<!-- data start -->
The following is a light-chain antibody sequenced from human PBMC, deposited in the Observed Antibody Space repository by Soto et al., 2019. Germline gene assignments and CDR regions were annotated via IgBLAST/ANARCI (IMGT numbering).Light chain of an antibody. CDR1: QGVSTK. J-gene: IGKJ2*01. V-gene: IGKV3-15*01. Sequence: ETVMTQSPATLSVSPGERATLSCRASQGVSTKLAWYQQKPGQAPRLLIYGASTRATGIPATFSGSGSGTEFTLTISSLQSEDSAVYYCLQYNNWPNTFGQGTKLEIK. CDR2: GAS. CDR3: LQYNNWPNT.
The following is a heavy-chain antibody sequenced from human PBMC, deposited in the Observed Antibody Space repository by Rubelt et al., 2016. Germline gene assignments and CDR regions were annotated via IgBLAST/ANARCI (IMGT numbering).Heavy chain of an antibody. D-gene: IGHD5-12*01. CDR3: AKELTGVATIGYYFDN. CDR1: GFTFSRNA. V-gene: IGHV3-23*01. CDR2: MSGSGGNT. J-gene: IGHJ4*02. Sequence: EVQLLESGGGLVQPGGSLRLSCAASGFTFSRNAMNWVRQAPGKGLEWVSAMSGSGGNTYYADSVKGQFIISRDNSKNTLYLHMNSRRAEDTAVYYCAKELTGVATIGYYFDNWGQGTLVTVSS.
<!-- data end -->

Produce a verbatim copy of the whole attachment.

The following is a light-chain antibody sequenced from human PBMC, deposited in the Observed Antibody Space repository by Soto et al., 2019. Germline gene assignments and CDR regions were annotated via IgBLAST/ANARCI (IMGT numbering).Light chain of an antibody. CDR1: QGVSTK. J-gene: IGKJ2*01. V-gene: IGKV3-15*01. Sequence: ETVMTQSPATLSVSPGERATLSCRASQGVSTKLAWYQQKPGQAPRLLIYGASTRATGIPATFSGSGSGTEFTLTISSLQSEDSAVYYCLQYNNWPNTFGQGTKLEIK. CDR2: GAS. CDR3: LQYNNWPNT.
The following is a heavy-chain antibody sequenced from human PBMC, deposited in the Observed Antibody Space repository by Rubelt et al., 2016. Germline gene assignments and CDR regions were annotated via IgBLAST/ANARCI (IMGT numbering).Heavy chain of an antibody. D-gene: IGHD5-12*01. CDR3: AKELTGVATIGYYFDN. CDR1: GFTFSRNA. V-gene: IGHV3-23*01. CDR2: MSGSGGNT. J-gene: IGHJ4*02. Sequence: EVQLLESGGGLVQPGGSLRLSCAASGFTFSRNAMNWVRQAPGKGLEWVSAMSGSGGNTYYADSVKGQFIISRDNSKNTLYLHMNSRRAEDTAVYYCAKELTGVATIGYYFDNWGQGTLVTVSS.